Monday, July 26, 2010

Dr. Liz Cochran joins faculty at Medical College of Wisconsin

Elizabeth Cochran, M.D. (pictured), has been named professor of pathology at The Medical College of Wisconsin and Director of Neuropathology and Autopsy Services at Froedtert Hospital, a major teaching affiliate of the College. Read more here.

3 comments:

Anonymous said...

A recent article by Sylviane Duval in the Prionet Canada newsletter was entitled:"Collaboration: The "other" link between Alzheimer's and prion diseases Exploring the connections between two major health burdens" This article spoke of the international collaboration between 2 scientists.
(http://www.prionetcanada.ca/files/PrioNews_Iss20_ENG1347.pdf)

One paragraph of particular interest reads as follows: "A mounting body of evidence points to a molecular link between the amyloid Beta precursor protein (APP) and its pathogenic product amyloid Beta peptide in Alzheimer's, and the prion protein (PrP)in prion diseases. Other common features such as their mainly sporadic origin and the recent demonstration that Alzheimer's may be infectious also lead to a connection between the diseases."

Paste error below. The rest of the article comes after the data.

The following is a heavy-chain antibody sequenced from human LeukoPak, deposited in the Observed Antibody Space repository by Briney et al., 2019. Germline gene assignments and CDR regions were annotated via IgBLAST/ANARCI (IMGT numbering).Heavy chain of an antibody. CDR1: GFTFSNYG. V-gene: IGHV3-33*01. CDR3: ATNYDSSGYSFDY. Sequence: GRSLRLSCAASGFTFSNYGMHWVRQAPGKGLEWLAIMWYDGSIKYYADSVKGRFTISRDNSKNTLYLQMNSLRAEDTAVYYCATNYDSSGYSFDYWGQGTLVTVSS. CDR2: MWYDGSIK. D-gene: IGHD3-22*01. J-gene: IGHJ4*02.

The last time I checked, Rush University does not list one practitioner that sees and treats prion disease victims. Dr. Cochran is assuming this position at a time when the Wisconsin DNR is now seeking public comment for management of their CWD problem. She will now be heading up the prion playground of the Midwest. Home of the Stetsonville TME. Raising your hand for this particular appointment brings some increasing expectations from the U.S. public whether the U.S. media covers it or not.

Agent 86 said...

I'm not at all sure what "Anonymous" is trying to say (implicitly or explicitly). I would point out that Professor Cochran received her neuropathology training under Dr. Pierluigi Gambetti, Founder and Director of the National Prion Disease Pathology Surveillance Center.

'nuff said?

A86

Anonymous said...

I didn't realize the tight connection! Thanks for pointing it out. I guess I would have thought CJD would have been a reportable condition in Illinois long before 2008 then. Didn't the NPDPSC open its door well over a decade ago? Too busy to pick up the phone.